- When asking questions about previous jobs, be very specific about what elements the candidate actually completed. The industry still has lots of deadweight and charlatans. You want to avoid people who were "part of a project" without actually "delivering the project".
- Some of my favorite questions:
-- What new languages or toolsets have you learned in the last 12 months?
-- Tell me about your side projects.
-- What are your favorite programming tools? (Experienced programmers should have some type of "toolbox")
-- Do you contribute to any development community? (stackoverflow answers, google groups on FOSS products, etc.)
- Some classic questions:
-- Tell me about failure at a previous job, how did you recover or deal with the fallout? (this one should always have an answer, people fail, you need them to be able to recognize failure)
- Ask them business questions, especially about their previous jobs. I try to get an idea for company size, team size, involvement with other stakeholders. Most software has multiple stakeholders and sometimes dealing with those stakeholders is just as important as programming competency.
The key thing I look for is some type of continuous training and experimentation. Programming is a rapidly evolving field, there is always something to be learning. And people who are continuously learning are the people most likely to be useful over time.
You must also be prepared to answer their questions about the job:
- Salary / benefits / vacation, etc. If this is not your question to answer, know who it will be.
- "Tell me about a typical day at this office, what happens, what's it like?". I ask this all of the time in my personal interviews. Lots of people tip their hand about poor working conditions, always being behind, etc. Be prepared with a clean answer to such a question.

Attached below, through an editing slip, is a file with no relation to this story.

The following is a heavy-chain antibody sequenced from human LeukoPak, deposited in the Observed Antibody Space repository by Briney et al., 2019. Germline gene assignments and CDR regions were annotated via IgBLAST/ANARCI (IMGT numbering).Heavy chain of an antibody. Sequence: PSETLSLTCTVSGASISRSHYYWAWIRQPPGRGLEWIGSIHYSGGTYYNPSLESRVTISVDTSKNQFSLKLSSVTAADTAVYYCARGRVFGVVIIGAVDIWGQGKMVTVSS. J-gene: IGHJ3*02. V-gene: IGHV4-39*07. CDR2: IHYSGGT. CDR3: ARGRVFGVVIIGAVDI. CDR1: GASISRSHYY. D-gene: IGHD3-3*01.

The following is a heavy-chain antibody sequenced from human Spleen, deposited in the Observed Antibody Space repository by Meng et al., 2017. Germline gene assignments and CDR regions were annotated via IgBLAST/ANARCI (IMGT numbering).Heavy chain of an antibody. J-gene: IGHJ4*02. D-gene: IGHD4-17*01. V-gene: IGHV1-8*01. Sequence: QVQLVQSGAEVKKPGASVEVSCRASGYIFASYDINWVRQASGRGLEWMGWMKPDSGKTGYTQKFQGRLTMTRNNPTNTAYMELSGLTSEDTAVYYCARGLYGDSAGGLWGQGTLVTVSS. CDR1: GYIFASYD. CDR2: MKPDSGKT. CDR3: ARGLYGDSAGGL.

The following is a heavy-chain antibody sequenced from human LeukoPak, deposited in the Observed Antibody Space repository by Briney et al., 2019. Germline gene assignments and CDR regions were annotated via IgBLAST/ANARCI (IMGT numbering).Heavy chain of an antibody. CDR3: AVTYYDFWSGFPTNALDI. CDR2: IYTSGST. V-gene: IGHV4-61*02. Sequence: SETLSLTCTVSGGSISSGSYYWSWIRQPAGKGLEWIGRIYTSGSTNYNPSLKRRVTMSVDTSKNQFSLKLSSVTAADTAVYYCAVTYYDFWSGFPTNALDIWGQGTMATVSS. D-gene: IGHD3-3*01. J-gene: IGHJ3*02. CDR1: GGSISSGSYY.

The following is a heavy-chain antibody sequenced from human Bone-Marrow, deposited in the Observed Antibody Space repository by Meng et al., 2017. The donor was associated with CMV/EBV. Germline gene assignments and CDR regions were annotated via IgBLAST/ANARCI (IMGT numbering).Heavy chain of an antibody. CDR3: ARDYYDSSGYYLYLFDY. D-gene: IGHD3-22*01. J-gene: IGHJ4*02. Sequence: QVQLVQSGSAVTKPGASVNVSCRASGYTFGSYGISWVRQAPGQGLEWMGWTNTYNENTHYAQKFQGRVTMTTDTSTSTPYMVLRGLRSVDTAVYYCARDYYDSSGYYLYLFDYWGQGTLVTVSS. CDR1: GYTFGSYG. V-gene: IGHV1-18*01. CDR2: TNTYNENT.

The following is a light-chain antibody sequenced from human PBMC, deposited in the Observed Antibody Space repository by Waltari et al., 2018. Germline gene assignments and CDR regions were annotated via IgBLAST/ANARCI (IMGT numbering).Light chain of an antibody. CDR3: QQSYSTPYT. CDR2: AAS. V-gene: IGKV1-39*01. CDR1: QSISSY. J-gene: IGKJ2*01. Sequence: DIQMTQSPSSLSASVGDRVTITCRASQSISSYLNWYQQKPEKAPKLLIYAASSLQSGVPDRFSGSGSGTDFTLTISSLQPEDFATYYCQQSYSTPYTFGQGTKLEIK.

- "What's your favorite project since you've been here?". Again similar to above.
You will get lots of duds during the interview process. But when you do find a match, remember that you also have to sell your company to them. Qualified candidates are often fielding multiple job offers and they typically have a current job.
With so much amount of cyber infiltration, intrusion attempts, hacking and sabotages reported even on biggies like RSA, I am surprised to witness business models like online password managers. I recently came across a website like http://www.passpack.com/en/home/[^]. How do people get confidence to entrust their entire identity with a lesser known third party?
In my personal view, I am even afraid of store confidential content in Microsoft Office products like Excel and prefer them to be saved in my MySQL and access via my indigenous PHP application through my WAMPS.
I use lastpass however I only use it for local accounts 192.168.X.X (both home and work) and online forums where the damage that someone can do if they got my password is minimal. I do not have any financial accounts in lastpass. Although that ends up causing me to have much simpler passwords for my financial accounts than my forum accounts which seems backward however it will have to do for now..
I use LastPass as well, but I use it for everything. The way it's set up (from my understanding) even if someone got access to the file saving your passwords they'd still need to decrypt it, and my password for it is long and complicated. I'm not sure what encryption they use, but most of the current standards can only be quickly cracked if the cracker is used on a computer that has recently had the password in memory, and that means to crack it they would likely need access to my computer anyways (because even on the fastest brute forcing machines the universe will likely die before my password is cracked that way).